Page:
Use common sense here. Right now, Lucas is involved with Clone Wars and with getting the live action show off of the ground (which is about two or three years away), as well as producing the upcoming "Red Tails." He doesn't have time to bug with a whole new trilogy and even if he woke up tomorrow with an idea, it would be several years before anything would hit the screen. Lucas didn't start writing TPM until 1994 or 1995, even though he knew by about 1992 or 1993 that he was finally able to make the movies. Then came about two or three years of pre-production work, principal photography, and then about two years of post-production work. All told, 5-7 years, at least. And what would they be about anyway? The six part series is about Anakin's rise, fall, and redemption. Any new movies without Anakin/Vader would really be their own cycle, not true sequels to ROTJ.

Besides, I'm not really sure why the same people who hated every second of the prequels and spend every breathing moment of their lives complaining about them want to see more movies. What makes them think things will be different this time? No amount of wishful thinking is going to get whoever's flavor of the moment to magically sweep in and turn SW into whatever some jerk fanboy thinks it ought to be.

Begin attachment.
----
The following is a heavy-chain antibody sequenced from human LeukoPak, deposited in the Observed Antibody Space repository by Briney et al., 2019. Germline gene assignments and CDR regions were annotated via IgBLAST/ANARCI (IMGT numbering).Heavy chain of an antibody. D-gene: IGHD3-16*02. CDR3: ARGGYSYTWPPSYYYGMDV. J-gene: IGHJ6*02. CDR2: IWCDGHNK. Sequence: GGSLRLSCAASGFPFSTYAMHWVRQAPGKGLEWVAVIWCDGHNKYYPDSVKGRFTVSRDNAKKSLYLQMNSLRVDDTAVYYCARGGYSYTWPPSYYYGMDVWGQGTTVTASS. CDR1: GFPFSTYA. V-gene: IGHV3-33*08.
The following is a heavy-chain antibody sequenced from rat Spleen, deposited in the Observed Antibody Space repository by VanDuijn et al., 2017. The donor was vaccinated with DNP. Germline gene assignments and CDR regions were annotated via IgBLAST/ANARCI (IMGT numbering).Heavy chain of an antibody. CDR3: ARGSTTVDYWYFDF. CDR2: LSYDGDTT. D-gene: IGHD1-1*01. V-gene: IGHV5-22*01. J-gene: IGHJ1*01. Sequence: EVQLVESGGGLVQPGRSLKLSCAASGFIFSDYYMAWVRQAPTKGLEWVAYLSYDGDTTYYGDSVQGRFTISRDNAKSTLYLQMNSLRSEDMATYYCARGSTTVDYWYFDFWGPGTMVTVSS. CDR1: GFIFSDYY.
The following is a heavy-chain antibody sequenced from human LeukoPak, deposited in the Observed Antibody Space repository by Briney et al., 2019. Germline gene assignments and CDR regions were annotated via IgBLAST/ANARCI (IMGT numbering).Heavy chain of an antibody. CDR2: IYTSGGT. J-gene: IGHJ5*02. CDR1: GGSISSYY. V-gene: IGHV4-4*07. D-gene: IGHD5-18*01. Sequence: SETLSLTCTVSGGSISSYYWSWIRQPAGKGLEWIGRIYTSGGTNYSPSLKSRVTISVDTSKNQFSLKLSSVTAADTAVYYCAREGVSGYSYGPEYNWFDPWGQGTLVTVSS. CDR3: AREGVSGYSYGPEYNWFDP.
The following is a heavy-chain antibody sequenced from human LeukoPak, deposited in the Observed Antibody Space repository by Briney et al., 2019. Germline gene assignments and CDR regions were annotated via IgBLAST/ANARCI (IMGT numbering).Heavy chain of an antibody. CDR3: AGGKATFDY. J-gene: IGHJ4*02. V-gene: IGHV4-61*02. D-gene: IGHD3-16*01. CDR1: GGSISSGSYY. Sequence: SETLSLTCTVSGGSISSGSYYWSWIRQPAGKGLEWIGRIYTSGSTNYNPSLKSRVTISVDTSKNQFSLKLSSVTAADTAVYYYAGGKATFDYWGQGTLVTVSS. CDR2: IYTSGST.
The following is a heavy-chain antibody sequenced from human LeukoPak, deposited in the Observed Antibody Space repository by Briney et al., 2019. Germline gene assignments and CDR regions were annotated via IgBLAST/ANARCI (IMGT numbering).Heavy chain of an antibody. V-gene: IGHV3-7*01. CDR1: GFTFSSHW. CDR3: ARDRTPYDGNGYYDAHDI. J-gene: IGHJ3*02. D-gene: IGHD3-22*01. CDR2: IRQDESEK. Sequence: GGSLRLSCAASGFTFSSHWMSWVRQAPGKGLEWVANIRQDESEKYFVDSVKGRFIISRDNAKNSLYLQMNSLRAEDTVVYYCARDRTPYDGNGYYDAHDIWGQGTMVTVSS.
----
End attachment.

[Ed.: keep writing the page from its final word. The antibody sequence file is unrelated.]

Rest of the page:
Now we all know that Lucas eventually would like to convert all 6 SW films into a 3D format but that little project is years away, if it ever happens. We don't know if in a year or two, 3D turns out to be yet another incarnation of a 1950s cinematic fad that keeps making comebacks.

People, we're more likely to see a Beatles reunion tour with all of the original members than to see an Episode VII show up in theaters. Just get it through your heads.
lazypadawan: (evil!ani)
Kanye West crowned himself King of the Douchebags with his "performance" on the VMAs last night (which I didn't watch). He's entitled to think Beyoncé should have won and maybe he was right. Beats me. But to run up there and grab the mike from Taylor Swift like that to mouth off was the equivalent of dumping pig's blood on Carrie at the prom. He'd better be glad that Miss Swift doesn't have deadly telekinetic powers. But with West, it's always been about me, me, me. Beyoncé did the classy thing by trying to make it up to Swift later on, while professional jerk Russell Brand had the nerve to defend West. Can you see why I really have no use for these people?

Serena Williams's behavior at the U.S. Open was appalling. Not even John McEnroe pulled that kind of nonsense in his day.